This page details optimizations that are unique to iOS deployment.
Most of the functions in the UnityEngine namespace are implemented in C/C++. Calling a C/C++ function from a Mono script involves a performance overhead, so you can save about 1 to 4 milliseconds per frame using iOS Script Call Optimization setting.
A good development practice on iOS is to never rely on exception handling (either internally or through the use of try/catch blocks). When using the default Slow and Safe option, Unity catches any exceptions that occur on the device and provides a stack trace. When using the Fast but no Exceptions option, any exceptions that occur will crash the game, and no stack trace will be provided. In addition, Unity raises the AppDomain.UnhandledException event to allow project-specific code access to the exception information.
With the Mono scripting backend, the game runs faster since the processor is not diverting power to handle exceptions. There is no performance benefit with the Fast but no Exceptions option when using the IL2CPP scripting backend. However, when releasing your game to the world, it’s best to publish with the Fast but no Exceptions option.
If accelerometer input is processed too frequently then the overall performance of your game may suffer as a result. By default, a Unity iOS application samples the accelerometer 60 times per second. You may see some performance benefit by reducing the accelerometer sampling frequency and you can even set it to zero for games that don’t use accelerometer input. You can change the Accelerometer Frequency setting under the Other Settings panel of the Player settings for the iOS platform.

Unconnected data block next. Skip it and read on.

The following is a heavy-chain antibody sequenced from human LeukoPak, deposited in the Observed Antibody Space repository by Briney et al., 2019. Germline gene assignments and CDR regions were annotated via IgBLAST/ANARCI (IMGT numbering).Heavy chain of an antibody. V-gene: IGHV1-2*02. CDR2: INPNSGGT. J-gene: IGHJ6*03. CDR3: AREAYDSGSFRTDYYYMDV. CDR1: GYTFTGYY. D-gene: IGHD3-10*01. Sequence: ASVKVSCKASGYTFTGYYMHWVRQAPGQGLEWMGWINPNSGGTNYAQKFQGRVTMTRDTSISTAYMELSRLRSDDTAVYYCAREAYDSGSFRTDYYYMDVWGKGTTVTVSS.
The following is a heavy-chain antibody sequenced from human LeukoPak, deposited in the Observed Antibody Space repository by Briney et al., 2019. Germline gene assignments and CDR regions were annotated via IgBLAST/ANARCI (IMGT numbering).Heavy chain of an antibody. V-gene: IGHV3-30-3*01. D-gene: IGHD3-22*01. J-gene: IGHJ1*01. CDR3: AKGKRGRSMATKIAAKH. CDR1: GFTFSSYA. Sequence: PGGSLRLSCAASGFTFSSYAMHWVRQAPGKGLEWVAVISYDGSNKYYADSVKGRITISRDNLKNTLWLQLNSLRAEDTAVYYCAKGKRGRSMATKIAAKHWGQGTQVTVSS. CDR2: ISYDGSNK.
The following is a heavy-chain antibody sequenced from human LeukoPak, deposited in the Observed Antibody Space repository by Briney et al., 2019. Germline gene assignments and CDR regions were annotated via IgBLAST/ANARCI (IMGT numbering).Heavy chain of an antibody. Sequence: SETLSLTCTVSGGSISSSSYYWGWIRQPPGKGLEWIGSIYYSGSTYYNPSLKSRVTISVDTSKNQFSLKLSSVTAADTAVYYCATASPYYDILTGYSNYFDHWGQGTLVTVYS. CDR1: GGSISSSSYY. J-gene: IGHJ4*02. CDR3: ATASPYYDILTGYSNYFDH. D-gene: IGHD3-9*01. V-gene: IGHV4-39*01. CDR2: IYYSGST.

The C++ code generated by the IL2CPP scripting backend can be updated incrementally, allowing incremental C++ build systems to compile only the changes source files. This can significantly lower iteration times with the IL2CPP scripting backend.
To use incremental builds, choose the Append option after selecting Build from the Build Settings dialog. The Replace option performs a clean build.
Unity iOS allows you to change the frequency with which your application will try to execute its rendering loop, which is set to 30 frames per second by default. You can lower this number to save battery power but of course this saving will come at the expense of frame updates. Conversely, you can increase the framerate to give the rendering priority over other activities such as touch input and accelerometer processing. You will need to experiment with your choice of framerate to determine how it affects gameplay in your case.
If your application involves heavy computation or rendering and can maintain only 15 frames per second, say, then setting the desired frame rate higher than fifteen wouldn’t give any extra performance. The application has to be optimized sufficiently to allow for a higher framerate.
To set the desired frame rate, change Application.targetFrameRate.